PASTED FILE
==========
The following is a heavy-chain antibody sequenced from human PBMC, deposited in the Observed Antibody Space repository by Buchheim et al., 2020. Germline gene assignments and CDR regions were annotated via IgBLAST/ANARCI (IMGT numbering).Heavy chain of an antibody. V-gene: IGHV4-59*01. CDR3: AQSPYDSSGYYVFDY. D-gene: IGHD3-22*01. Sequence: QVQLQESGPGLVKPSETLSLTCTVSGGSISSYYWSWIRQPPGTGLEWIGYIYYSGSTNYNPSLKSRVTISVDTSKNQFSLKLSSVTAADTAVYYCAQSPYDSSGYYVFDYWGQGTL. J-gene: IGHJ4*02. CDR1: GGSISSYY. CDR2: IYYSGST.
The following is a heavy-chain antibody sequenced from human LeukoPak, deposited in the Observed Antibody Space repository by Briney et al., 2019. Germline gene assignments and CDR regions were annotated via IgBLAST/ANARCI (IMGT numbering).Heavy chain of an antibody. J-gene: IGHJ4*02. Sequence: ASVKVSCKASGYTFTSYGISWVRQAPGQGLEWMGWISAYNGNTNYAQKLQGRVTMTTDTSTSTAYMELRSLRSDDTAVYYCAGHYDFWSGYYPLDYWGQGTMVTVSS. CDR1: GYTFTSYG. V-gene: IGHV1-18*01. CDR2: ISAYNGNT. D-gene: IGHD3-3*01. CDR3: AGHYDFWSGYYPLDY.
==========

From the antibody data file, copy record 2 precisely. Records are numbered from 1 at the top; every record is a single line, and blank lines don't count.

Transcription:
The following is a heavy-chain antibody sequenced from human LeukoPak, deposited in the Observed Antibody Space repository by Briney et al., 2019. Germline gene assignments and CDR regions were annotated via IgBLAST/ANARCI (IMGT numbering).Heavy chain of an antibody. J-gene: IGHJ4*02. Sequence: ASVKVSCKASGYTFTSYGISWVRQAPGQGLEWMGWISAYNGNTNYAQKLQGRVTMTTDTSTSTAYMELRSLRSDDTAVYYCAGHYDFWSGYYPLDYWGQGTMVTVSS. CDR1: GYTFTSYG. V-gene: IGHV1-18*01. CDR2: ISAYNGNT. D-gene: IGHD3-3*01. CDR3: AGHYDFWSGYYPLDY.